Uses of Xanthan Gum
Xanthan gum is one of the most successful hydrocolloids due to its unique functionality, particularly in difficult environments like acid, high salt and high shear stress.
One excellent use of xanthan gum is for sauces since it prevents weeping (syneresis) which is water seeping out from the sauce.
Xanthan gum is also used in gluten-free baking. Since the gluten found in wheat must be omitted, xanthan gum is used to give the dough or batter a "stickiness" that would otherwise be achieved with the gluten.
By increasing the viscosity of liquids, it helps to prevent syneresis (weeping) in gels, keep ice crystals from forming in frozen goods, and help stabilize emulsions and foams. Xanthan is a popular ingredient in gluten-free foods because it can impart some of the texture that gluten gives to baked goods.
How much xanthan gum should be used?
The greater the weight ratio of xanthan gum added to a liquid, the thicker the liquid will become. In general, 0.2% by weight of xanthan gum results in slight thickening. A thicker sauce is obtained with 0.7–1.5% xanthan gum. Too much xanthan gum can result in an unpleasant and undesirable slimy texture.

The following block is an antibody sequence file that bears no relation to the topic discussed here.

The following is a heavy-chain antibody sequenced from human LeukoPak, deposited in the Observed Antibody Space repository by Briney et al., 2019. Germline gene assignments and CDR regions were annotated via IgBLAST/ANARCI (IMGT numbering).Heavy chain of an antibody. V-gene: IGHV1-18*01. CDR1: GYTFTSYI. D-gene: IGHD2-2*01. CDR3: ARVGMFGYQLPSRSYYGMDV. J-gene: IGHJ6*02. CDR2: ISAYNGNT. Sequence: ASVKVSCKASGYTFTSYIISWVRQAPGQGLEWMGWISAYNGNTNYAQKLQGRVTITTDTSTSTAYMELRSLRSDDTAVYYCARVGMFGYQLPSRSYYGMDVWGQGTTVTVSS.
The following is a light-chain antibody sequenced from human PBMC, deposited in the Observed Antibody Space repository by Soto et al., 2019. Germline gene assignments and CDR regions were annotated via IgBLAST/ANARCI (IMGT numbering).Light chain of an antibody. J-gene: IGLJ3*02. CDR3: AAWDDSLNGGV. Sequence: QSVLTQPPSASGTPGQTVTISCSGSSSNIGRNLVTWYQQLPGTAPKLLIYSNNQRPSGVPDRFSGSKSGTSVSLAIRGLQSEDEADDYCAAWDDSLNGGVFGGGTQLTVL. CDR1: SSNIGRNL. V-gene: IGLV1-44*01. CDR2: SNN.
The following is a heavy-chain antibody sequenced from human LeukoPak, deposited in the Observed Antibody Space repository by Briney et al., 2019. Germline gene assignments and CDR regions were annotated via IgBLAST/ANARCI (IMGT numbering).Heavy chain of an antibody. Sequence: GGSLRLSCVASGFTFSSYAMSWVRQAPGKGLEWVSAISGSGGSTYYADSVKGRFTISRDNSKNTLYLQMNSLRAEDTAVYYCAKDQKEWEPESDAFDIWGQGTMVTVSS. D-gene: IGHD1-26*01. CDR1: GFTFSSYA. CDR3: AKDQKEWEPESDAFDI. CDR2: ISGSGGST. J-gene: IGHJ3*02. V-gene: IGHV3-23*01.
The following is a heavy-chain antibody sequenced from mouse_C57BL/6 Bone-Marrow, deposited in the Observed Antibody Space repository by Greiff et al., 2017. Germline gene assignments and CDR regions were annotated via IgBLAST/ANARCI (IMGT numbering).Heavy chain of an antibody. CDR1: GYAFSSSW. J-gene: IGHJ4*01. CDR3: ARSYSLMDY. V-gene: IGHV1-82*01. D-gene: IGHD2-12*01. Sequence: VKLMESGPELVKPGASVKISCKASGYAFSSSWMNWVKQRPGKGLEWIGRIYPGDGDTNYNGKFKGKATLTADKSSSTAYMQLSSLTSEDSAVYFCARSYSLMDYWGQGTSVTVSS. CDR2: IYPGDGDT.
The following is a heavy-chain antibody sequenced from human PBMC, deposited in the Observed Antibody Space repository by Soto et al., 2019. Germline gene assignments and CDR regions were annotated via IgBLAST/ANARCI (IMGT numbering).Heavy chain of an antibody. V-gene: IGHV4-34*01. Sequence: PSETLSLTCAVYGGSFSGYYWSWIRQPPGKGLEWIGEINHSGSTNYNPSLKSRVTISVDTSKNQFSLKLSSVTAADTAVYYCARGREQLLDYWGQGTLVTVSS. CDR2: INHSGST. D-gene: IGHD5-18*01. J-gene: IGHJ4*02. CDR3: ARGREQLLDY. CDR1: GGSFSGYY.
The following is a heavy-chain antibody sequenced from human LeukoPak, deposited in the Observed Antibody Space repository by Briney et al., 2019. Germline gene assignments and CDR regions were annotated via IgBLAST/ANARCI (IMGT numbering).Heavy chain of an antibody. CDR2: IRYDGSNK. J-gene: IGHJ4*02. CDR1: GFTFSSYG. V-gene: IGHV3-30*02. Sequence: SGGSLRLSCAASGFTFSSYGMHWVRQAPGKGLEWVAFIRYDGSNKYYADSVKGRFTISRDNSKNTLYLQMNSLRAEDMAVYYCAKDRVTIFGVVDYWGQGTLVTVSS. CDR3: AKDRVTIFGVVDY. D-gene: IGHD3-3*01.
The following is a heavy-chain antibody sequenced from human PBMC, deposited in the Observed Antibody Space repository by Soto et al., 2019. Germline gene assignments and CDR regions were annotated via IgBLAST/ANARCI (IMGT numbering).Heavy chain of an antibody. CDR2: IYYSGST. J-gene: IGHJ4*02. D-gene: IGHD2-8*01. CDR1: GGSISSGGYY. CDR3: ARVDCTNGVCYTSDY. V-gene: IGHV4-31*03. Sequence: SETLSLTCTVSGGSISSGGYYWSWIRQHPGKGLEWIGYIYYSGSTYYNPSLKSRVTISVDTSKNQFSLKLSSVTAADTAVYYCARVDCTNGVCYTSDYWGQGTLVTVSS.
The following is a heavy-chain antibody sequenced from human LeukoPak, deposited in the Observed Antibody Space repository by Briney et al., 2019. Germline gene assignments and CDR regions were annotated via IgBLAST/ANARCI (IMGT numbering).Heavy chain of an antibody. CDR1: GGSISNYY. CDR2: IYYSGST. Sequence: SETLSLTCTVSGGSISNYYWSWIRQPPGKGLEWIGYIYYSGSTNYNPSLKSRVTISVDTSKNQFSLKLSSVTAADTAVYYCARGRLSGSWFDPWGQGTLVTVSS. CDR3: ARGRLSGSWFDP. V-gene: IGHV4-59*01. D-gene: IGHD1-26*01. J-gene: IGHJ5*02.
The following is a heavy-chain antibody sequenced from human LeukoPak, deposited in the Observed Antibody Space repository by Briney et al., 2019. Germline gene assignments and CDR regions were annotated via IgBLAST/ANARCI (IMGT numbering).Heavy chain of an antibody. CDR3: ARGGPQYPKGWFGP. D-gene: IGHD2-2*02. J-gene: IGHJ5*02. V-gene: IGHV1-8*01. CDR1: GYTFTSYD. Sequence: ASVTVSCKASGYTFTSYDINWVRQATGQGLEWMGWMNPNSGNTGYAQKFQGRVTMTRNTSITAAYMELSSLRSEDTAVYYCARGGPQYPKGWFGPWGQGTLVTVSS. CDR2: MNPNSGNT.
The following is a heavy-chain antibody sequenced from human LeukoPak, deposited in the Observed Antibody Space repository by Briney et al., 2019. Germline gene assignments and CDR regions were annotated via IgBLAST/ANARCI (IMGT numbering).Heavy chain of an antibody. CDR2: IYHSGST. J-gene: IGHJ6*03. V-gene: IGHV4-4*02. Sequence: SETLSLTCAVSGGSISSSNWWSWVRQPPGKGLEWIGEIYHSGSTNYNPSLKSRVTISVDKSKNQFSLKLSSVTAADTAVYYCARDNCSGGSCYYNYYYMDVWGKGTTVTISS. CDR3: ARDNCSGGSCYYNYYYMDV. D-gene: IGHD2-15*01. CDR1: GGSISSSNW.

An emulsion can be formed with as little as 0.1% xanthan gum. Increasing the amount of gum gives a thicker, more stable emulsion. A thick, stable emulsion is obtained with about 0.8% xanthan gum.
To make a foam, 0.2–0.8% xanthan gum is typically used. Larger amounts result in larger bubbles and denser foam. Egg white powder (0.2–2.0%) with 0.1–0.4% xanthan gum yields bubbles similar to soap bubbles.
Xanthan Gum Versatility
Xanthan gum is described by many chefs as the most versatile of the hydrocolloids. It is very easy to use use in either cold or hot applications and only a very small amount is needed. Unlike most starches it does not require heat to be hydrated which make it ideal for all sauces.. Xanthan gum is also very stable over a wide range of temperatures, in various acid, alkaline and salty mixtures.
In molecular gastronomy it is widely used for spherification, to suspend solids in liquids thanks to its elasticity, for thickening sauces without altering the mouth feel, for gas retention in liquids, and to help stabilize emulsions and foams.
Readings and References